Investors take heed: while many economists -- and the Federal Reserve itself -- see the U.S. interest-rate hiking cycle at only about half-done, it may instead be closer to the end.

That’s the implication from a study by quantitative analysts at Societe Generale SA. Their findings suggest there may be only three hikes to go before the Fed comes to a halt, at 2.5 percent for the upper bound of the policy target. The calculation is based on the so-called shadow rate, which aims to incorporate the effect of the Fed’s past quantitative easing, and suggests that tightening is further along than nominal interest rates suggest.

“Our analysis shows that we might be at the late stage in the ongoing rate cycle,” the strategists led by Andrew Lapthorne wrote in a note Tuesday. “Typically a rate-cycle peak is followed by recession, with an average about six months in between,” and it calls for a “major repositioning in investment portfolios,” they wrote.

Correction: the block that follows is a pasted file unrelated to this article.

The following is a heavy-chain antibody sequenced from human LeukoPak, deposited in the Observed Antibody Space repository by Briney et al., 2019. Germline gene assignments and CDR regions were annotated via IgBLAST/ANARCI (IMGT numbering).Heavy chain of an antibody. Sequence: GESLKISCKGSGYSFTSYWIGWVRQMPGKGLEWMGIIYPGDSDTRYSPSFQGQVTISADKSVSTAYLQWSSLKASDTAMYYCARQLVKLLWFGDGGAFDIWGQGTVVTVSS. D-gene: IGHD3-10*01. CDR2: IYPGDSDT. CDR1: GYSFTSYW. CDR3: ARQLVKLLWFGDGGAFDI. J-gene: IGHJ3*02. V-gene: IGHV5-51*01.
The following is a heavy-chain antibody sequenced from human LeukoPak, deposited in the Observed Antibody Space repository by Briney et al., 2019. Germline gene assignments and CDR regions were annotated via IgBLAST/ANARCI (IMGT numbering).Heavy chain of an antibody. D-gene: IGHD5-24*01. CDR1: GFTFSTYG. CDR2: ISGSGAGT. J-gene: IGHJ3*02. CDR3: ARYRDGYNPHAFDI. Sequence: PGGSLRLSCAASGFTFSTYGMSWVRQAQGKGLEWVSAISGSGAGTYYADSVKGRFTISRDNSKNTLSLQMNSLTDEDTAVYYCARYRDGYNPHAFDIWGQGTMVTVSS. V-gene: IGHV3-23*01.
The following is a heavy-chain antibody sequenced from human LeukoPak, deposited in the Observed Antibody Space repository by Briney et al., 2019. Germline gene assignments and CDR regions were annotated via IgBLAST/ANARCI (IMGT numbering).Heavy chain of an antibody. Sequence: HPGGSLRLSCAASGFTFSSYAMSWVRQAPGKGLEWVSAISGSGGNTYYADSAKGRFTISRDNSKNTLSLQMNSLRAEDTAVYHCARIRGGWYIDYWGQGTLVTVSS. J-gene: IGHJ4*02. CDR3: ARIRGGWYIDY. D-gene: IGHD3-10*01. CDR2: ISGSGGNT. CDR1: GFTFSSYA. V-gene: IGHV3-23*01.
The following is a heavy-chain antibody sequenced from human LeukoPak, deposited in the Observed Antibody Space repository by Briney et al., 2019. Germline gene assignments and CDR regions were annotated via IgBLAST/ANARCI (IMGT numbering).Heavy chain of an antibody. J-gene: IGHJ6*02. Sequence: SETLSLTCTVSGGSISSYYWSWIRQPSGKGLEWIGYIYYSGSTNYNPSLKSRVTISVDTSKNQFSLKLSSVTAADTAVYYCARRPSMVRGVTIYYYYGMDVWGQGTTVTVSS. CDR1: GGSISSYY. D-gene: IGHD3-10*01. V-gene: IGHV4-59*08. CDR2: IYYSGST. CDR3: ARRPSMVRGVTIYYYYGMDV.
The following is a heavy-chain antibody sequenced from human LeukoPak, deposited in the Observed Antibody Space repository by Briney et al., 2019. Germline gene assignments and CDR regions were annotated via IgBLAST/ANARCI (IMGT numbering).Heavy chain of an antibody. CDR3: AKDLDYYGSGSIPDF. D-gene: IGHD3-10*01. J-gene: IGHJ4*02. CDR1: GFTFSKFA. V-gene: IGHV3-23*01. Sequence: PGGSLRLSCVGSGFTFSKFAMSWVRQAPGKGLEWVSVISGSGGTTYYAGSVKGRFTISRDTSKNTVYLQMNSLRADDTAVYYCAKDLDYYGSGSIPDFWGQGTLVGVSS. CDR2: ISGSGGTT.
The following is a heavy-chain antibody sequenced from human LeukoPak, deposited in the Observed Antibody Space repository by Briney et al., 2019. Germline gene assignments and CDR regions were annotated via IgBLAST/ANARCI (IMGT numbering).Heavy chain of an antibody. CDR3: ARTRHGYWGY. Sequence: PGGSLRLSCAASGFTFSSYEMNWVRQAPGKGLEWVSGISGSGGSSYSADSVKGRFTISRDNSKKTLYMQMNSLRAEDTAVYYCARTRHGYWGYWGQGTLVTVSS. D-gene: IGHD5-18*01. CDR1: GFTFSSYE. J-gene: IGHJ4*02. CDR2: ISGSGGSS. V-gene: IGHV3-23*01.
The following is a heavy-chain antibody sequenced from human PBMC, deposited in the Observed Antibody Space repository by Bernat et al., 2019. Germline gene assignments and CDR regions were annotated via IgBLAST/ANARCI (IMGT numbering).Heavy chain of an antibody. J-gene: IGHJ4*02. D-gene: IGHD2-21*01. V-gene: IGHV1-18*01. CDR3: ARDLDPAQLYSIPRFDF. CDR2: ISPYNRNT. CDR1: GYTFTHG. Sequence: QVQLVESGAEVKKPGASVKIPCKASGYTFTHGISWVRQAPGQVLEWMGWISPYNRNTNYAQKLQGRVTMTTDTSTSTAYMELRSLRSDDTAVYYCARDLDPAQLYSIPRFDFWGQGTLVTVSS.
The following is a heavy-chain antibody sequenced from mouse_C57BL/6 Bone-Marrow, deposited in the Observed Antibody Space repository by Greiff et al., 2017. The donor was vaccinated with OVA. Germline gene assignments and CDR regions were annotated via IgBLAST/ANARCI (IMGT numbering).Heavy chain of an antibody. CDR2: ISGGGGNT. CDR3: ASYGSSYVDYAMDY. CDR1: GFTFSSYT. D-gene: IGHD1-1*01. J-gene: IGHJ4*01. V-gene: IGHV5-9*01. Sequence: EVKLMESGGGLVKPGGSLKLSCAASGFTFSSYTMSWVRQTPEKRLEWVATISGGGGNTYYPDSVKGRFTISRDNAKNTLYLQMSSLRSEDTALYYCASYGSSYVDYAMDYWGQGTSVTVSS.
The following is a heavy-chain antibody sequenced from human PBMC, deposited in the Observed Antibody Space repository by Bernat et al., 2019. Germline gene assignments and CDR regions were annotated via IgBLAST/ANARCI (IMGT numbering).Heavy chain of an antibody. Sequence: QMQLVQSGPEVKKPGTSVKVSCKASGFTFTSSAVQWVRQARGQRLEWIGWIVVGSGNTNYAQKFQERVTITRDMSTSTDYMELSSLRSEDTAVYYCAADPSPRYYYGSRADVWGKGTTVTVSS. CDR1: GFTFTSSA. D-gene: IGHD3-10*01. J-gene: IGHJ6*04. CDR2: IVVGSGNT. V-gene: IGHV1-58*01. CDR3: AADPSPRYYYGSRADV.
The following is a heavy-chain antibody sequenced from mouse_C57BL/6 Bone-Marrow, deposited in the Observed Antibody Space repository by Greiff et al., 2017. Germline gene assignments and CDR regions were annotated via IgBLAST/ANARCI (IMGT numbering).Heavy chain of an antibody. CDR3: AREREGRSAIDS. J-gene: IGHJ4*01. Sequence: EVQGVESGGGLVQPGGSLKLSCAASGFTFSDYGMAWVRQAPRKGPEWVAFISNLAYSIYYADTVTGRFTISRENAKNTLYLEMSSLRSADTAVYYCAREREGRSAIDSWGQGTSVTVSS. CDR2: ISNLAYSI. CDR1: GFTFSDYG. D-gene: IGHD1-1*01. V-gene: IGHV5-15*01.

Source: SocGen

The most recent Fed “dot-plot” projections suggest the central bank will still be raising rates in 2020, in order to cool an overheating economy and avoid a recession. Fed officials signaled this week[1] they’re ready to increase the benchmark again at their June meeting, though sent no clear message on the number of moves thereafter in 2018.

The shadow rate, which is an estimate of the implicit underlying rate in a situation where the Fed was also pursuing quantitative easing and forward guidance, hit its bottom in May 2014, at about minus 3 percent. As the Fed ended QE, it steadily climbed starting in late 2014, reaching zero by December 2015.

Add the Fed’s nominal rate hikes so far -- about...

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